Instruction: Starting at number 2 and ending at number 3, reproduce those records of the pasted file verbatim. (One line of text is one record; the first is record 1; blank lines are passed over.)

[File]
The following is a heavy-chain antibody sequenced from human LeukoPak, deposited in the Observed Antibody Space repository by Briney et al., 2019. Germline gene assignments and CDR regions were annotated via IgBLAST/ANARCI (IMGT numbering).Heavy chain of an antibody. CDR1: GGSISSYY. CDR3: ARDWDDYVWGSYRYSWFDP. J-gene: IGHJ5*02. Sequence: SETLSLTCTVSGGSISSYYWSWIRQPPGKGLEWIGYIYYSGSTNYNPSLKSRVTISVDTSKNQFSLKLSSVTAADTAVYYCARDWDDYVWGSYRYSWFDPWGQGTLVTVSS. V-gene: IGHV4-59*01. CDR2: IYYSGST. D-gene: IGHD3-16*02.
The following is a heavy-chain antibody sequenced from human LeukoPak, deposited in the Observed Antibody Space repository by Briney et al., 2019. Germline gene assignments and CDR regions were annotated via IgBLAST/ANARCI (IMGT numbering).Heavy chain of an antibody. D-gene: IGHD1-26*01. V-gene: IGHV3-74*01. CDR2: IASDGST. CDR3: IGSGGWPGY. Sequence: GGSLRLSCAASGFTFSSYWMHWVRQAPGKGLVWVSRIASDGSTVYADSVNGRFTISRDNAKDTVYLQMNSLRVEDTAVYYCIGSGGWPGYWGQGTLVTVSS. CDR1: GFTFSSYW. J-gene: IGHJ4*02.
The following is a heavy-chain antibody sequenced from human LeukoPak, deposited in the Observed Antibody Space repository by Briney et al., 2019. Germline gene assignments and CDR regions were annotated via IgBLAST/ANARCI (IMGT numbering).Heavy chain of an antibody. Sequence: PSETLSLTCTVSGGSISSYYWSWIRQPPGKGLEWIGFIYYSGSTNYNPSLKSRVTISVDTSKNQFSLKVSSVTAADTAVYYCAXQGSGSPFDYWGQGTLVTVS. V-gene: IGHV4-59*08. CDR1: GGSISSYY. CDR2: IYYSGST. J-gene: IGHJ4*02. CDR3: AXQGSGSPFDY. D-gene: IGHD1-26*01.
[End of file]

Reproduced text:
The following is a heavy-chain antibody sequenced from human LeukoPak, deposited in the Observed Antibody Space repository by Briney et al., 2019. Germline gene assignments and CDR regions were annotated via IgBLAST/ANARCI (IMGT numbering).Heavy chain of an antibody. D-gene: IGHD1-26*01. V-gene: IGHV3-74*01. CDR2: IASDGST. CDR3: IGSGGWPGY. Sequence: GGSLRLSCAASGFTFSSYWMHWVRQAPGKGLVWVSRIASDGSTVYADSVNGRFTISRDNAKDTVYLQMNSLRVEDTAVYYCIGSGGWPGYWGQGTLVTVSS. CDR1: GFTFSSYW. J-gene: IGHJ4*02.
The following is a heavy-chain antibody sequenced from human LeukoPak, deposited in the Observed Antibody Space repository by Briney et al., 2019. Germline gene assignments and CDR regions were annotated via IgBLAST/ANARCI (IMGT numbering).Heavy chain of an antibody. Sequence: PSETLSLTCTVSGGSISSYYWSWIRQPPGKGLEWIGFIYYSGSTNYNPSLKSRVTISVDTSKNQFSLKVSSVTAADTAVYYCAXQGSGSPFDYWGQGTLVTVS. V-gene: IGHV4-59*08. CDR1: GGSISSYY. CDR2: IYYSGST. J-gene: IGHJ4*02. CDR3: AXQGSGSPFDY. D-gene: IGHD1-26*01.